According to Lederman, the use of these techniques has been widely reported, and the Administration has “resolutely refused to disclaim any of these reported techniques, and so I think it’s fair for Congress and the public to assume, absent contrary evidence, that these are among the techniques at issue in the current debate.”
Maybe, and maybe not. This seems intimately related to the question of whether the four techniques that Lederman says are at issue (cold cell, long time standing, stress positions, and threats) violate the constitutional standards set by the DTA, that are part of the Administration’s current proposal. If they do, then the debate must be about something else, right? And that “something else” would be the meaning of “outrages against human dignity,” and “humiliating and degrading treatment.”
So do these four techniques “shock the conscience”? Are they cruel and unusual punishment? My answer is: it depends. My layman’s view is that, in many cases, the worst of these techniques would violate the proposed standards — but a limited use of such techniques with a high-value and knowledgeable operative like Khalid Shaikh Mohammed (KSM) might not.
If reports of our treatment of prisoners in the secret prisons is any measure, the Administration may be concerned about both 1) humiliation and 2) the ability to use some more coercive techniques (as described by Lederman) in limited circumstances, against high-value detainees like KSM or Abu Zubaydah.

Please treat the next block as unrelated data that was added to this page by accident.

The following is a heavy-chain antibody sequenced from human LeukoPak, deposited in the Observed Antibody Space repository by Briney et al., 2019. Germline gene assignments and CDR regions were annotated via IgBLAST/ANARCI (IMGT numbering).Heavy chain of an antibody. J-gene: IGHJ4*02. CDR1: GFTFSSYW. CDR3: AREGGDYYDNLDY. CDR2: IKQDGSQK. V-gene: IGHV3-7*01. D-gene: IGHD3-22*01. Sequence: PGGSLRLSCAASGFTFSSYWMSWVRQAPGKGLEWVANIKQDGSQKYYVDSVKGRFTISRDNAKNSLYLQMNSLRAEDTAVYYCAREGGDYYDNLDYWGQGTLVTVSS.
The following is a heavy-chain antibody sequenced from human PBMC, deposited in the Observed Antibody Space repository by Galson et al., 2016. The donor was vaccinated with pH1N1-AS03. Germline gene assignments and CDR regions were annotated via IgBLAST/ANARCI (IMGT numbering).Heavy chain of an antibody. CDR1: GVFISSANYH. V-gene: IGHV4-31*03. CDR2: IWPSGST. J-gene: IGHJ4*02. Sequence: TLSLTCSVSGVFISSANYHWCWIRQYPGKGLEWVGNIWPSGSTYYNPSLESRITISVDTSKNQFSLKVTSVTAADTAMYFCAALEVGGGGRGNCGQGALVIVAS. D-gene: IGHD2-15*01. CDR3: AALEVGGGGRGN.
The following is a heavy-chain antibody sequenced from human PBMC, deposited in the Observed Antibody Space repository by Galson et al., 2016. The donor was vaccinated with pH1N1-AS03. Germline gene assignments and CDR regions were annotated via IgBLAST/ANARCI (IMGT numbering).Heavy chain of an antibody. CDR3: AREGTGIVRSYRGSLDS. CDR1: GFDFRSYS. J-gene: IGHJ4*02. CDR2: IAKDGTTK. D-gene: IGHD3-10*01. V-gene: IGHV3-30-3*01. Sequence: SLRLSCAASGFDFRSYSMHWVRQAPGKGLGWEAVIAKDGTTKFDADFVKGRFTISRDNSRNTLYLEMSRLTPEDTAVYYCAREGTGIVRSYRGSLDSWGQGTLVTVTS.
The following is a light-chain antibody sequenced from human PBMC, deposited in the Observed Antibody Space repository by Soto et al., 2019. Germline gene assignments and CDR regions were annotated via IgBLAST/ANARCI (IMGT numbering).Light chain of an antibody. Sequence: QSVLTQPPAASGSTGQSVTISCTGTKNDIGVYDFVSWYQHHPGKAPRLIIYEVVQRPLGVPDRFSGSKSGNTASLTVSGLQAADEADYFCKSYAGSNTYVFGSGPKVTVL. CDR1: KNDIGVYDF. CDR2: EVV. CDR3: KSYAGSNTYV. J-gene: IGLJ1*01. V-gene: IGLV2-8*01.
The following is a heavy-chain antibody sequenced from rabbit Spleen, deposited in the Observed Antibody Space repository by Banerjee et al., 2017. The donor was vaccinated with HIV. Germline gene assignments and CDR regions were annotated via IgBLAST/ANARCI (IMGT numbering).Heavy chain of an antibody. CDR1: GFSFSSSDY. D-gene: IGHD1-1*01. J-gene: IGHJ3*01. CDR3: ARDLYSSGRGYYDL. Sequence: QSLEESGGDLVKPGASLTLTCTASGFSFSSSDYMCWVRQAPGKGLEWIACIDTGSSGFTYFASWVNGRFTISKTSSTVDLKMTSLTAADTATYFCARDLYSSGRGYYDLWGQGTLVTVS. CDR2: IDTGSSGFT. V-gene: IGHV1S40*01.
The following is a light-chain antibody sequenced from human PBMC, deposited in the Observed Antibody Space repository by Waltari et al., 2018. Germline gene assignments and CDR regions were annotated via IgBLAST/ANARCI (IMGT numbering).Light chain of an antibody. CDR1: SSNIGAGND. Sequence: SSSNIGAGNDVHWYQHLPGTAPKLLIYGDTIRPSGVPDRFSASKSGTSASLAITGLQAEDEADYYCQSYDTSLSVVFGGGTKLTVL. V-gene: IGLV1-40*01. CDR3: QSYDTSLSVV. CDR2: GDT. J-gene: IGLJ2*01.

For example, in a very important post, See Dubya explained that high-value target Abu Zubaydah was “stripped, held in an icy room and jarred by earsplittingly loud music.” The “icy room” bit appears to resemble the “cold cell” technique that Lederman describes, and it would concern me to use that routinely; according to reports “Mr. Zubaydah seemed to turn blue” at times. But if we received information as a result of such interrogation techniques that stopped a major terrorist attack that would kill thousands of people, I think it would be worth it. Don’t you?
The slippery slope concerns are real. The issues about our standing in the world are real. But so are the concerns about getting good information.
If you glibly discount that possibility by referring to the Army’s position, you’re dodging the issue. The Administration says it has gotten good information from KSM, and it is fighting hard to use somewhat coercive techniques in the face of widespread opposition. Do you really think that’s purely because they are cynical or evil? OK: you’re entitled to your beliefs, but if this is your argument, I am going to discount your opinion accordingly as that of a partisan hack.
And (as I have said before) if coercive techniques don’t get us good information, I would think that would quickly become evident, and the Administration would stop using them for that reason alone.
It’s not an easy question. I’m looking for serious discussion from serious people. (AMac, are you around?) And so I throw it open for discussion.
In the extended entry, I quote the legal standards that apply, so you can see how the Administration’s proposal leads to standards under the U.S. Constitution.